I ..... don't know .. I think I'll cross my fingers for you .. maybe even my toes.

Irregardless of my hesitancy .. it never ever hurts to at least try .. an unemployment hearing can always have potential to be a learning experience.


Comments for being moved into a position you are not qualified for, you did not apply for, and were unable to succeed at.

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Feb 05, 2010
Sure I suck at it. The other option was to quit.
by: jw

I am appealing on the grounds that it was not suitable work in addition to the fact that they did not provide training. However, Ohio law speaks to allowing the employer time to remedy the situation. Ohio law also mentions the the employee did everything they could to preserve the job. I did that.

I feel the fact that I stuck to it and tried to get moved into another position before giving up and quitting shows that I was giving the employer adequate time to remedy the situation, and I did as much as possible to preserve the job.

When I appealed I read the law they cited and copied the section that the determination of work being "suitable" also depends on past training and job experience.This is where I think my chance will be. It was unsuitable, and I gave the employer plenty of time to provide training and I also provided plenty of time for them to remedy the situation by providing me with a suitable position.

I would think that this would be more acceptable than resigning without giving the employer a chance to fix it and not trying to preserve my employment by demonstratimg my willingness to tru to work it out. The only other option was to quit much earlier, and I am sure I would not get unemployment if I had done that.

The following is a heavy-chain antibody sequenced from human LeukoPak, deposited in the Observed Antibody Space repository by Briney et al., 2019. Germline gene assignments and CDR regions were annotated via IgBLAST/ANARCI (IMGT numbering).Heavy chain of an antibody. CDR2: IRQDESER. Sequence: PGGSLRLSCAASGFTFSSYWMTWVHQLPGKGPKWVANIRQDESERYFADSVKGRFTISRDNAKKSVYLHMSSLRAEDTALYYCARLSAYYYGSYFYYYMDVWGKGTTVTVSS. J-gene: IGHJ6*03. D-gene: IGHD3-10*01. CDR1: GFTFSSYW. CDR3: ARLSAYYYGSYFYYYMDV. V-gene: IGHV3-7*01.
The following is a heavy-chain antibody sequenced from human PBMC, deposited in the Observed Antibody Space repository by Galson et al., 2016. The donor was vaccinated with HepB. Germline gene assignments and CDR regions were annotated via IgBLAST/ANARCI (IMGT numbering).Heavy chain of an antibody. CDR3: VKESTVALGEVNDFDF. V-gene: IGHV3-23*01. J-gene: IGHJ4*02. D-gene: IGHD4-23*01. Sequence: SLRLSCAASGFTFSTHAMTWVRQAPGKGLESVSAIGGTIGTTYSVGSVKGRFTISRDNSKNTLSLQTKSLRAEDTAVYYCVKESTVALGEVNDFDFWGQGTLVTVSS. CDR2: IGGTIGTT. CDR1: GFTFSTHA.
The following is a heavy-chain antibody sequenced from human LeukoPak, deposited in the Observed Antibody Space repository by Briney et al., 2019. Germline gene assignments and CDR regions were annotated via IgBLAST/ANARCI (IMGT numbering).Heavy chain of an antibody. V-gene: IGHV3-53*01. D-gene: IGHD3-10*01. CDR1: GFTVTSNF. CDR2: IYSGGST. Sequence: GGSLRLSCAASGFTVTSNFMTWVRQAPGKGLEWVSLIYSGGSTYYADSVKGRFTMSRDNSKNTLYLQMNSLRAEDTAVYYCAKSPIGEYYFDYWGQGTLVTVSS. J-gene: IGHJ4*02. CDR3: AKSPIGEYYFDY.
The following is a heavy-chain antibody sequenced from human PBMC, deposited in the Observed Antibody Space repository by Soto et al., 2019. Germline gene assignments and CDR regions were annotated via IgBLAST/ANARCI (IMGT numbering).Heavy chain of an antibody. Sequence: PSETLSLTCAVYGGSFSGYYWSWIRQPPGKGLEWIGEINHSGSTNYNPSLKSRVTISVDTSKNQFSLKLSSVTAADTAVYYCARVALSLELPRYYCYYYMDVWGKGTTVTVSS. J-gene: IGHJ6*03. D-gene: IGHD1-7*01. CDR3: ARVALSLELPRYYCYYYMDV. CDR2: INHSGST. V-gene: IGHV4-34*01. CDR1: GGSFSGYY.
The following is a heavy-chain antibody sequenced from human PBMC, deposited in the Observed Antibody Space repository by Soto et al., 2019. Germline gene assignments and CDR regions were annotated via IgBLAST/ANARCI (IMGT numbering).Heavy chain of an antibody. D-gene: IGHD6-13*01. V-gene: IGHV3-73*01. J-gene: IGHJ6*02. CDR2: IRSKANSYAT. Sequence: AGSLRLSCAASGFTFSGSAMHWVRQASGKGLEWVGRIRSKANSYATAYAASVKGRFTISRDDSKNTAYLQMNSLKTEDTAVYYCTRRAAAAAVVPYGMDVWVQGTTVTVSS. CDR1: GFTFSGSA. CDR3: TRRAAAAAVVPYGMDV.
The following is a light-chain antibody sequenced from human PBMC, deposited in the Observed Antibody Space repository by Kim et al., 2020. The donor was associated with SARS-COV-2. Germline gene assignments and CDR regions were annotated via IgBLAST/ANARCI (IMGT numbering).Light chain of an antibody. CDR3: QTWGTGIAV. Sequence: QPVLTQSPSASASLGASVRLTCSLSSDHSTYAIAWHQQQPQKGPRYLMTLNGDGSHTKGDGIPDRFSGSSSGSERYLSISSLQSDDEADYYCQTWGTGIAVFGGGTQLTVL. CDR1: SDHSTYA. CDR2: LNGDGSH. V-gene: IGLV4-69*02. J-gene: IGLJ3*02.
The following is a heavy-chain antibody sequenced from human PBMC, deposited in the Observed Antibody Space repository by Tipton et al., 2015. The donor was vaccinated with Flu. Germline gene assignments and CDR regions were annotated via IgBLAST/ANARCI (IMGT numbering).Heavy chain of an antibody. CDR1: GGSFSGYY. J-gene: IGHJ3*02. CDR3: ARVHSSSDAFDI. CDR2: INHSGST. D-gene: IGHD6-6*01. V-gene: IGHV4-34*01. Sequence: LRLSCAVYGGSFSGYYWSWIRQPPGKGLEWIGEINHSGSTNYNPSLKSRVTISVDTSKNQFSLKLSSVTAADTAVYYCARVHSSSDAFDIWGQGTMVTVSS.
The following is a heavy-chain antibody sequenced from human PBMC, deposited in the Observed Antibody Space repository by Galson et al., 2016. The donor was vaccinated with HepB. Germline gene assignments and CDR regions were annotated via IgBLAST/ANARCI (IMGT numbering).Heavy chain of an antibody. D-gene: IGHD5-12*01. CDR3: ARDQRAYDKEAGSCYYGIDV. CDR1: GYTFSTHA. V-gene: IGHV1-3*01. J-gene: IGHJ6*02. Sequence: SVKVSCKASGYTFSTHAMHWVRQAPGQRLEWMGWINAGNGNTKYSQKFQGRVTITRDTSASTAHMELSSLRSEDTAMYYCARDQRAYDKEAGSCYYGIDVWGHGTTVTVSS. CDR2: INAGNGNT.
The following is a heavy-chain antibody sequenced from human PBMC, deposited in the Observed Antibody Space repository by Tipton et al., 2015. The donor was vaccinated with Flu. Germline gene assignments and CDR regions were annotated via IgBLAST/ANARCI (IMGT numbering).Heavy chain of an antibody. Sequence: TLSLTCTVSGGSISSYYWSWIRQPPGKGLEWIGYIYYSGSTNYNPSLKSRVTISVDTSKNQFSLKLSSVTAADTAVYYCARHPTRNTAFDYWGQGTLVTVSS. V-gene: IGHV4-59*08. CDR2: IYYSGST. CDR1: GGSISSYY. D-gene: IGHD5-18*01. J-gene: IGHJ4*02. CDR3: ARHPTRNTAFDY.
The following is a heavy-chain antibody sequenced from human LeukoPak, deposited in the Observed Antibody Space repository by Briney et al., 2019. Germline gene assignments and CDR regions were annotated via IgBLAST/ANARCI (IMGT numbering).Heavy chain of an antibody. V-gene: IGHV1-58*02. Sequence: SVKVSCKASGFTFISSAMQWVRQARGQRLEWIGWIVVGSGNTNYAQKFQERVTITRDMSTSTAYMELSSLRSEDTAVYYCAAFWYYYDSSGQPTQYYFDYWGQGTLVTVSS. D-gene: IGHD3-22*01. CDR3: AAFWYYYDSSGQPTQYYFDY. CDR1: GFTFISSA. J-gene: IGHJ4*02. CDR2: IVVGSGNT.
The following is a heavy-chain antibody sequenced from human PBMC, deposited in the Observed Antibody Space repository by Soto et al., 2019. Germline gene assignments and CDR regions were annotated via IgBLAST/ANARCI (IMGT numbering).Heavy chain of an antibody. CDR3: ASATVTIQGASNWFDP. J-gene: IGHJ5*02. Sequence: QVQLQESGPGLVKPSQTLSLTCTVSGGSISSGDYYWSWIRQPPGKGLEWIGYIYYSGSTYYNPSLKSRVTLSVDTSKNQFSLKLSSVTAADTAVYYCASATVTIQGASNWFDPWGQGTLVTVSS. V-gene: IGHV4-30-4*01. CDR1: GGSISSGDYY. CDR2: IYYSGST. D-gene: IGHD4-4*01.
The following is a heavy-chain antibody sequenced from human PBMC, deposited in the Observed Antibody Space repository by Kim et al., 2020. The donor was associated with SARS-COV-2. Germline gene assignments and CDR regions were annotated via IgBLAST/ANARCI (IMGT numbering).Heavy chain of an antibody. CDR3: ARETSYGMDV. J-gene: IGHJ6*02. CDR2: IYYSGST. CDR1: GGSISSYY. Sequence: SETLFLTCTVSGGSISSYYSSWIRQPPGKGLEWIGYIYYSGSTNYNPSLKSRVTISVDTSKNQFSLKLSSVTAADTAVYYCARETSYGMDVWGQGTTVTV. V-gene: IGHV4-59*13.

The problem with proving work was unsuitable after any length of time is that there is this notion that a person would be able to tell fairly soon after accepting work if it isn't suitable to their experience and training. The longer you stay, the more it looks like acceptance

But since the employer eliminated the job you were experienced for and then tried to fit you, a round peg into a square hole, and not offer anything to help you succeed even after you asked for help it might work out for you.

I wish you success with your appeal .. and I of course would like to know how it goes.

If more people would report back on how their appeal hearings went .. it might provide more valuable practical advice that anything I could ever say.

Feb 25, 2010
by: jw

I did find some documents that I worked on while I was in the job and one was a work sheet for job responsibilities. When I took the job they did not give me a job description or a definition of my responsibilities because the job was new and still being defined. The document I found was from June, and that is the point at which I approached the supervisor about needing to transfer out.

So the discussions about the job not being suitable for me started early, and the reason I stuck to it was because the supervisor told me he was trying to locate a position for me to transfer to.

It wasn't until it became apparent that they could not offer me another position, and that I was headed for being fired for poor performance that I quit.

I spoke to a person at unemployment about it, not in her official capacity, but as a friend. She agreed that I had a good chance of getting it. She also mentioned that she had heard similar horror stories about the same employer, so she was not surprised to hear my story. I'm still trying.